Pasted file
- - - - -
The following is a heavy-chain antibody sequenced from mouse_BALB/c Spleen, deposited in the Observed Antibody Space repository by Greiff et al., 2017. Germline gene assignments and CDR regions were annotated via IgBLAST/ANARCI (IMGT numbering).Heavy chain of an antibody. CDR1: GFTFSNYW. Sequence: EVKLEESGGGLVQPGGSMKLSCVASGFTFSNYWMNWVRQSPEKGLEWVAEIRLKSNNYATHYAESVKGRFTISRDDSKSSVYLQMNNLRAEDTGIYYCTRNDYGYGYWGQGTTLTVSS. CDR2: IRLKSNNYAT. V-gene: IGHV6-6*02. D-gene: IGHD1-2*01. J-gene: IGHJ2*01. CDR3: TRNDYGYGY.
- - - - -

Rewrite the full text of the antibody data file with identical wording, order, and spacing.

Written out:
The following is a heavy-chain antibody sequenced from mouse_BALB/c Spleen, deposited in the Observed Antibody Space repository by Greiff et al., 2017. Germline gene assignments and CDR regions were annotated via IgBLAST/ANARCI (IMGT numbering).Heavy chain of an antibody. CDR1: GFTFSNYW. Sequence: EVKLEESGGGLVQPGGSMKLSCVASGFTFSNYWMNWVRQSPEKGLEWVAEIRLKSNNYATHYAESVKGRFTISRDDSKSSVYLQMNNLRAEDTGIYYCTRNDYGYGYWGQGTTLTVSS. CDR2: IRLKSNNYAT. V-gene: IGHV6-6*02. D-gene: IGHD1-2*01. J-gene: IGHJ2*01. CDR3: TRNDYGYGY.